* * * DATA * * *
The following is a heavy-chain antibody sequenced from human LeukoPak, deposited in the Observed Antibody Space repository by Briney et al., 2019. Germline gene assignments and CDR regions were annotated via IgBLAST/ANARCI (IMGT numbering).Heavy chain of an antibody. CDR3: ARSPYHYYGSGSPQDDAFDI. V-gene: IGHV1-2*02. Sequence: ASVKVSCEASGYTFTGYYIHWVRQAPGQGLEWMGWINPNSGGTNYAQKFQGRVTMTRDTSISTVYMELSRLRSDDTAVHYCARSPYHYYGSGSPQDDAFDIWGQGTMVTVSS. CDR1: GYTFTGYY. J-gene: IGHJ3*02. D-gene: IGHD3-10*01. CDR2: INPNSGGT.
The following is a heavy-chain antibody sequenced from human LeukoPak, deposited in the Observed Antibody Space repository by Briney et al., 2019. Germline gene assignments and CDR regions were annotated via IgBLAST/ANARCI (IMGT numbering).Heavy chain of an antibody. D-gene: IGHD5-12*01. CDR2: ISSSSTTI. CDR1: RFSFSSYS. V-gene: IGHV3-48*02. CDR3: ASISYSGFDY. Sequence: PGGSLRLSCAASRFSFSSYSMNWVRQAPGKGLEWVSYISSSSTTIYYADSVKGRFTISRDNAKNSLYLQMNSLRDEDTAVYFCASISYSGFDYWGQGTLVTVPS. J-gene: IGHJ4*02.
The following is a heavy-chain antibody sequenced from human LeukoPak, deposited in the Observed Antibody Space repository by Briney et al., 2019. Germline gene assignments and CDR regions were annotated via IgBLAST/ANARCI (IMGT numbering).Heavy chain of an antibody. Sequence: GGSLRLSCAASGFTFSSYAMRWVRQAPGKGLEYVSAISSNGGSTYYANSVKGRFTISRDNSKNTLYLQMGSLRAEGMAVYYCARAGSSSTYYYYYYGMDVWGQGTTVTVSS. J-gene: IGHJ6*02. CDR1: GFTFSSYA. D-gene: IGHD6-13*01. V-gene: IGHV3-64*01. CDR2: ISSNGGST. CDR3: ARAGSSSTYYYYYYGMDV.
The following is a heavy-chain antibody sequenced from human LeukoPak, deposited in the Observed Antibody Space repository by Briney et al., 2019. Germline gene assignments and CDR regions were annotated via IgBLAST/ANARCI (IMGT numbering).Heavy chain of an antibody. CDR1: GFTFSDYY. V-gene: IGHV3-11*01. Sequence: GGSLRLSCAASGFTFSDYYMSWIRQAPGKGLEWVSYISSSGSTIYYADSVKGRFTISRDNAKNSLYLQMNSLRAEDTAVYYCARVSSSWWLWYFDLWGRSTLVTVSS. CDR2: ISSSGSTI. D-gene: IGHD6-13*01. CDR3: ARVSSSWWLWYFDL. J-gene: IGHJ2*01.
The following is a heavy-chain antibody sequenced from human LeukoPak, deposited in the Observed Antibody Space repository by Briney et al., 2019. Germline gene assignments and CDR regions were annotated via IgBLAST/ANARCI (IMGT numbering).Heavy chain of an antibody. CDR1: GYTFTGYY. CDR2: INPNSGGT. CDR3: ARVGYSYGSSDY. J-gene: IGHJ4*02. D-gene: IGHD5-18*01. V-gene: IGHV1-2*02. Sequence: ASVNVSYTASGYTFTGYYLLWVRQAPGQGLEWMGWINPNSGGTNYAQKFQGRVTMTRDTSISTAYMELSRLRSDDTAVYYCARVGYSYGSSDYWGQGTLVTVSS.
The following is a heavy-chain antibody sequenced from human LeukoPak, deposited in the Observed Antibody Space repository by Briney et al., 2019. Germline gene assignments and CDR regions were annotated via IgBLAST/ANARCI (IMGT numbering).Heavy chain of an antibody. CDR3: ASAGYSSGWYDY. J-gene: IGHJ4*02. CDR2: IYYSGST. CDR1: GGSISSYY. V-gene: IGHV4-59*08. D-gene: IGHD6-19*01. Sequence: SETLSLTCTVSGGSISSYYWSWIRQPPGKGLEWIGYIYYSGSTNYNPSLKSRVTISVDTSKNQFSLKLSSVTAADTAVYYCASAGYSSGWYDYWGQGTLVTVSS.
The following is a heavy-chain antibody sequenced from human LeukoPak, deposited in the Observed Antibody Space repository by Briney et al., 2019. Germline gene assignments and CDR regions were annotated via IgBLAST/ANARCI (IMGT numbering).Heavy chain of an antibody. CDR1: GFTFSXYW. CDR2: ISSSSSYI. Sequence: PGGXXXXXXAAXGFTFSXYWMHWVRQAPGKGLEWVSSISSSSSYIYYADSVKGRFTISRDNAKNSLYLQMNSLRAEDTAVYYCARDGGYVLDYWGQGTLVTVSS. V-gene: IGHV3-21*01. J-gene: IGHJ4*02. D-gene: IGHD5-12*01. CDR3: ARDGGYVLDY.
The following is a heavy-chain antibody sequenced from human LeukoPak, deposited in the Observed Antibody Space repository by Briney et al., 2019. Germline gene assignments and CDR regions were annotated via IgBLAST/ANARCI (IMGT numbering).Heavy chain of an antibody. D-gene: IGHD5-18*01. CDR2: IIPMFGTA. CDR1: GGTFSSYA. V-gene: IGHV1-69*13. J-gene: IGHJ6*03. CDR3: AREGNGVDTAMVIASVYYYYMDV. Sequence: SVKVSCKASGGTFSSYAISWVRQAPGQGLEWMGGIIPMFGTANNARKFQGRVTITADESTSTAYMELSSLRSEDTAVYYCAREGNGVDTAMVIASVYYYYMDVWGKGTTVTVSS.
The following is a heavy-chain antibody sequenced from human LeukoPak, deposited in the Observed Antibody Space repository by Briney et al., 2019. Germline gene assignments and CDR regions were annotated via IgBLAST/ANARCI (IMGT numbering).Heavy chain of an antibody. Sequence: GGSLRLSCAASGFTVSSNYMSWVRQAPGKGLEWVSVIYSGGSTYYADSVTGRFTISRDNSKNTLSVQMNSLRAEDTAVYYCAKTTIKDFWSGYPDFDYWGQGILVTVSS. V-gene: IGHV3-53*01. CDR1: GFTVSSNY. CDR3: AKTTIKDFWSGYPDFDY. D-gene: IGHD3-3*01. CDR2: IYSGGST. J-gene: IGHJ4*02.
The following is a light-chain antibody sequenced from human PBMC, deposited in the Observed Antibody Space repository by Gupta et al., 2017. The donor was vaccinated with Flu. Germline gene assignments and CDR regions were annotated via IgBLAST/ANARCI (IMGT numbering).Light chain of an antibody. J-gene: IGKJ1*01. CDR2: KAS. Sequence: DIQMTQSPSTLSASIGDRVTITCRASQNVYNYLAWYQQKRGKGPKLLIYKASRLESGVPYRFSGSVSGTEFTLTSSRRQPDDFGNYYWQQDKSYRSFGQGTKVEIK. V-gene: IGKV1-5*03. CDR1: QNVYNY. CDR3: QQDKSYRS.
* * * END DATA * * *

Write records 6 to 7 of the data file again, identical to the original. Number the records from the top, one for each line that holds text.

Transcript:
The following is a heavy-chain antibody sequenced from human LeukoPak, deposited in the Observed Antibody Space repository by Briney et al., 2019. Germline gene assignments and CDR regions were annotated via IgBLAST/ANARCI (IMGT numbering).Heavy chain of an antibody. CDR3: ASAGYSSGWYDY. J-gene: IGHJ4*02. CDR2: IYYSGST. CDR1: GGSISSYY. V-gene: IGHV4-59*08. D-gene: IGHD6-19*01. Sequence: SETLSLTCTVSGGSISSYYWSWIRQPPGKGLEWIGYIYYSGSTNYNPSLKSRVTISVDTSKNQFSLKLSSVTAADTAVYYCASAGYSSGWYDYWGQGTLVTVSS.
The following is a heavy-chain antibody sequenced from human LeukoPak, deposited in the Observed Antibody Space repository by Briney et al., 2019. Germline gene assignments and CDR regions were annotated via IgBLAST/ANARCI (IMGT numbering).Heavy chain of an antibody. CDR1: GFTFSXYW. CDR2: ISSSSSYI. Sequence: PGGXXXXXXAAXGFTFSXYWMHWVRQAPGKGLEWVSSISSSSSYIYYADSVKGRFTISRDNAKNSLYLQMNSLRAEDTAVYYCARDGGYVLDYWGQGTLVTVSS. V-gene: IGHV3-21*01. J-gene: IGHJ4*02. D-gene: IGHD5-12*01. CDR3: ARDGGYVLDY.